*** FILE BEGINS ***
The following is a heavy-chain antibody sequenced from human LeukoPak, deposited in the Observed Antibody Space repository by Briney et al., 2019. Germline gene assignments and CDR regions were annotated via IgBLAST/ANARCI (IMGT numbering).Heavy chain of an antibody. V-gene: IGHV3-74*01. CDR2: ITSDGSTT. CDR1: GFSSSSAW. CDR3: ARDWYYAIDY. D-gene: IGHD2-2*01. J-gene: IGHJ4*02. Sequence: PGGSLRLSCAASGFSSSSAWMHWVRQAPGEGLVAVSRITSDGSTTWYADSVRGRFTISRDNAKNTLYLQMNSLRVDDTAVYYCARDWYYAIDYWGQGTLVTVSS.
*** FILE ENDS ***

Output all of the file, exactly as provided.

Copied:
The following is a heavy-chain antibody sequenced from human LeukoPak, deposited in the Observed Antibody Space repository by Briney et al., 2019. Germline gene assignments and CDR regions were annotated via IgBLAST/ANARCI (IMGT numbering).Heavy chain of an antibody. V-gene: IGHV3-74*01. CDR2: ITSDGSTT. CDR1: GFSSSSAW. CDR3: ARDWYYAIDY. D-gene: IGHD2-2*01. J-gene: IGHJ4*02. Sequence: PGGSLRLSCAASGFSSSSAWMHWVRQAPGEGLVAVSRITSDGSTTWYADSVRGRFTISRDNAKNTLYLQMNSLRVDDTAVYYCARDWYYAIDYWGQGTLVTVSS.